The spring breeze chases across Saltese Uplands, and gray clouds glide overhead as the pilots watch the windsocks carefully, gauging the air they intend to ride. Watching the paraglider pilots prep their gear takes me back to my own (single) successful flight outside of Tekoa, and I’m revisited by humankind’s age-old desire to take to the skies and soar with the birds. And evidently, I’m not the only one.

“Free flight” refers to methods of flight, like hang gliding and paragliding, that don’t rely on engines. According to Steve Baran, the president of Spokane’s free flight club—Center of Lift—and a hang glider pilot since the 1970s, there is a huge uptick in interest for airborne activities. And it’s no wonder! With dozens of areas nearby to fly and entry level used gear on the market for under $2,000, the sports are more accessible locally than ever.

While visiting Saltese, I chat with a few flyers.  Irena Pia describes  her husband, Ian, as a self-taught enthusiast. “He built a hang glider when he was a teenager, and then a little over a year ago, found a used set-up online.” The couple is entering law school at Gonzaga and lives close to Saltese so they can practice their paragliding skills.

It can be tough to break into the sport if you’re hoping for professional instruction. The closest certified instructor is in Cashmere, and although there are lots of local certified pilots, the cost and red tape involved in being an instructor can be a barrier. According to Baran, many flight communities are supported by local cooperatives that function with trained pilots; loaner gear; and members who pay dues to enjoy lessons, access to gear, and insurance for local flying areas. He’d like to see this model take off in Spokane.

Center of Lift has been hard at work for years, securing areas that are legal for free flight as well as safer and more accommodating, with parking, camping, restroom facilities, and solid landing zones. Sometimes that means clearing a site or securing approval and insurance for private property. It can mean rerouting fencing, revisiting old policy language, or calling a landowner to explain what the sport is about and how the pilots care for the areas in which they love to fly.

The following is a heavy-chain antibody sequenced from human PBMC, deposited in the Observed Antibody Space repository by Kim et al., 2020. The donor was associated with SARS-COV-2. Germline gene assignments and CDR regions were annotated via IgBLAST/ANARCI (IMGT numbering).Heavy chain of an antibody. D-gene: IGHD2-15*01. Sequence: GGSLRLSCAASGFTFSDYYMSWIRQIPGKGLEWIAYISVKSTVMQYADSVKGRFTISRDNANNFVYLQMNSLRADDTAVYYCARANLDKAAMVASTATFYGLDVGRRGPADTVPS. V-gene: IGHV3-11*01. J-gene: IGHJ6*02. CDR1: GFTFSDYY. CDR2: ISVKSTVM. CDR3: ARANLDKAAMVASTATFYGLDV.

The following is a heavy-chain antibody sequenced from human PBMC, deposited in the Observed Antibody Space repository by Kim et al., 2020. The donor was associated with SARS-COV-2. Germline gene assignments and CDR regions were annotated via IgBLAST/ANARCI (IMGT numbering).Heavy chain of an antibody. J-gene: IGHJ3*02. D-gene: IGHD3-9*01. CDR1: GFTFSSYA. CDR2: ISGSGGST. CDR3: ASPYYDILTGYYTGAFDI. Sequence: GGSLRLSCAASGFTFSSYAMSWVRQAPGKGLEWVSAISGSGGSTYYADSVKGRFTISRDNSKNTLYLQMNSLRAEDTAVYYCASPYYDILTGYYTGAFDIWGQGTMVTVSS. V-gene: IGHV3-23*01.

On the surface, free flight can seem like a high-risk activity, one that deters many. Every pilot I’ve experienced, though, has been realistic about the risk and errs on the side of caution. “If in doubt, wait it out,” paraglider pilot Ian Brookwell says, as we all gaze toward oncoming breeze. Nevertheless, he and Brendan Duddy shoulder their gear—wings, rescue parachutes, harnesses, and helmets—and head up a hill toward the middle of the conservation area. There’s a break in the clouds and it looks like the wind might calm down, providing steady lift instead of inconsistent gusts.

If you’re interested in free flight, the first step is to become a weather nerd. Because free flight is actually gliding—which is really a carefully controlled fall—having a gentle, consistent breeze to keep you airborne is critical. If it’s too windy, or if there are gusts, a pilot runs the risk of collapsing a wing or not being able to take off.

Those who recreate outdoors are no strangers to “hurry up and wait,” as we try to find the best conditions to practice our passions. Whether it’s whitewater paddlers planning their line, downhill bikers waiting their turn to shred, or day hikers waiting for a break in the rain, we all know the feeling of anticipation as we imagine the moment of freedom.

I watch as Ian and Brendan stand at the cusp of the hill, faces to the wind, waiting for their time. It turns out their time isn’t today. But that’s why they both live nearby. So they can try again tomorrow. /